When the case studies focus on relatively specific events (such as the fall of the Shah of Iran and the Teheran hostage crisis in Chapter 10), the authors provide details and a cogent analysis of the debate and bureaucratic infighting in the administration over what outcome the United States should seek, the options available to the United States, and the estimated chances for success.

Other chapters such as those on the Lusitania and Sputnik crises offer less compelling descriptions because they discuss multiple issues and multiple decision points across time.

In some chapters, the conclusion drawn about the turning point seems quite debatable. For instance, the authors argue that the Missile Crisis was a key turning point because it “put to rest the sense of insecurity and self doubt in the United States that followed Sputnik. The Soviet threat . . . suddenly diminished as Americans once again felt confident in the superiority of American military power to promote the their interests around the world.” (p. 114) This is asserted rather than demonstrated.

In sum, the authors’ presentation of the twelve turning points can provide the impetus for class-room discussions about turning points in general, the choices that policy-makers make in responding to the world, and the consequences that subsequent policy makers and citizens must live with. The inclusion of Nixon’s opening to China serves as a useful reminder that turning points can be initiated by actions of the United States (or politically powerful individuals) rather than some military crisis created by foreign events.

Nojeim and Kilroy provide a summary of what students should keep in mind when considering American foreign policy, such as remembering the importance of the historical context in which policy makers must make choices, understanding that that choice is often the result of a political process, and that “American officials are often caught off guard by fast paced, unexpected developments in international relations.” (p. 260)

The authors leave it to the reader ask and draw conclusions for such key questions as: Does knowledge or understanding of international politics accumulate across time and how does such accumulated knowledge affect subsequent policy making? If there are turning points, how to they become incorporated in the perspectives of elites and citizens? In the century under consideration in Days of Decision, how did the rise of the United States from a weak player in international relations to the pre-eminent world power shape the turning points in American foreign policy? As the distribution of power once again changes (with, say the rise of China), what might we expect regarding future turning points? How has the evolution of American democracy shaped the American response to the world? For example, did (and does) the inclusion of women, African-Americans, and Latinos in the political process, first as voters and increasingly as policy-makers, create new results or new turning points?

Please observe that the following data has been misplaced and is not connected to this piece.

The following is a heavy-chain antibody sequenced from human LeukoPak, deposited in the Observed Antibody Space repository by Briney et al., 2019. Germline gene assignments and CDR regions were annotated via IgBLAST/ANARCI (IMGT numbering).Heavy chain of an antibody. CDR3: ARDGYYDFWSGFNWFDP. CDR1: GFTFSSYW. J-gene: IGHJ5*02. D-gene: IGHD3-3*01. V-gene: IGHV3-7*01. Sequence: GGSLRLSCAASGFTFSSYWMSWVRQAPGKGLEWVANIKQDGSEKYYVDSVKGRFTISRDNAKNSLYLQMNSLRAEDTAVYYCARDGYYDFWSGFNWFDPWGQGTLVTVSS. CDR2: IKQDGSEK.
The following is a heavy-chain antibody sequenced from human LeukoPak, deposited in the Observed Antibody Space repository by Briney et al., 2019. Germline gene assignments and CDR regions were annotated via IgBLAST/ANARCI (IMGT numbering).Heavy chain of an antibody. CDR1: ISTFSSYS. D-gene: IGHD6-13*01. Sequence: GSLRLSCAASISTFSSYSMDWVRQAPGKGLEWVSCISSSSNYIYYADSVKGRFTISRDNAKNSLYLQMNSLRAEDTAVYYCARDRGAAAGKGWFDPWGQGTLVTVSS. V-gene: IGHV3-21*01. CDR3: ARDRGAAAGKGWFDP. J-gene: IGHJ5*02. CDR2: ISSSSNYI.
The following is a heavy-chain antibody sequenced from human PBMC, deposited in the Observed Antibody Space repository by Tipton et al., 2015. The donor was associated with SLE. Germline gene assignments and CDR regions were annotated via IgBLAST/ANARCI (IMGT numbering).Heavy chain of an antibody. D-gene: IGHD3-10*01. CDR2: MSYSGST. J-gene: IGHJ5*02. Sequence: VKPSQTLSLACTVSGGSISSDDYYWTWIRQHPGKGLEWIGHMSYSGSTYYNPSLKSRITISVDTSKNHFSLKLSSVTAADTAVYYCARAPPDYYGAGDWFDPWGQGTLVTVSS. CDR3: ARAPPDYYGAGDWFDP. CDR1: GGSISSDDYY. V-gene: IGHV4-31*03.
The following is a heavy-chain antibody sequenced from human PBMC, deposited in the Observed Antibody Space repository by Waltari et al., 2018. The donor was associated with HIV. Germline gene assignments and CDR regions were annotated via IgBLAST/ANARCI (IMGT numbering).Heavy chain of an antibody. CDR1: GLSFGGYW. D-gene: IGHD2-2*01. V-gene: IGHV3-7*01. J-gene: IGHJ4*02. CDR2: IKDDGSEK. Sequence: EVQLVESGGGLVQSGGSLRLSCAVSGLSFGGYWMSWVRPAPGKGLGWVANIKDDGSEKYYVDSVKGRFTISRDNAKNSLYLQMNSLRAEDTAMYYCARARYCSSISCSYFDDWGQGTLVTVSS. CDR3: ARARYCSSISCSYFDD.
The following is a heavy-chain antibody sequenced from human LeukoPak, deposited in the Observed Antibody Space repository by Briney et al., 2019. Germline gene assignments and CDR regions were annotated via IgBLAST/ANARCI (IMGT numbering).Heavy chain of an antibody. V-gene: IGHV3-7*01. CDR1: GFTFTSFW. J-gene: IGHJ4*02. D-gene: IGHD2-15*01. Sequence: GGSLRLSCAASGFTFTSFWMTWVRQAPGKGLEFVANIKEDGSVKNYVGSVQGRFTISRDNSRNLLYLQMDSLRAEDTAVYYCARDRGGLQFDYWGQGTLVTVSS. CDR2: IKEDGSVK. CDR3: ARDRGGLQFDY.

I can see a role in the classroom for a book that attempts to describe and account for turning points in American foreign policy. This reviewer is, in general, appreciative of Nojeim and Kilroy’s effort, but there are, scattered across the pages, a number of pinpricks that cumulatively lead to irritation.

There are, for example, some truly humorous misuses of words: “granting impunity to passenger liners” (p. 29), “German deprivations against merchant ships” (35), “the demonstration of long-range missile capability that Sputnik provided exasperated the missile gap crisis” (84), and “900 suspected WMD cites” (248).

There are factual gaffs: making the governor and senator from Florida Lawton Chiles into the Army Chief of Staff (rather than J. Lawton Collins) (62); claiming that “Senator [Robert] Taft’s own father, former President and Supreme Court Justice William Howard Taft contradicted his son’s reservations about defending Europe” (70) despite the fact that William Howard had been dead for 20 years.


Peter T. Beckman is retired professor of political science at Hobart and William Smith Colleges and an adjunct professor at Elon University. He holds a doctorate from the University of Wisconsin. He is the co-author of two books: The Nuclear Predicament and Nuclear Weapons, Nuclear States, and Terrorism and the co-editor of two: Women, Gender, World Politics and Women in World Politics. Dr. Beckman is the author of World Politics in the Twentieth Century. He is currently writing mystery fiction: A Lecture to Die For (summer 2011) and Of Sunsets, Mountains, and Murder (fall 2011).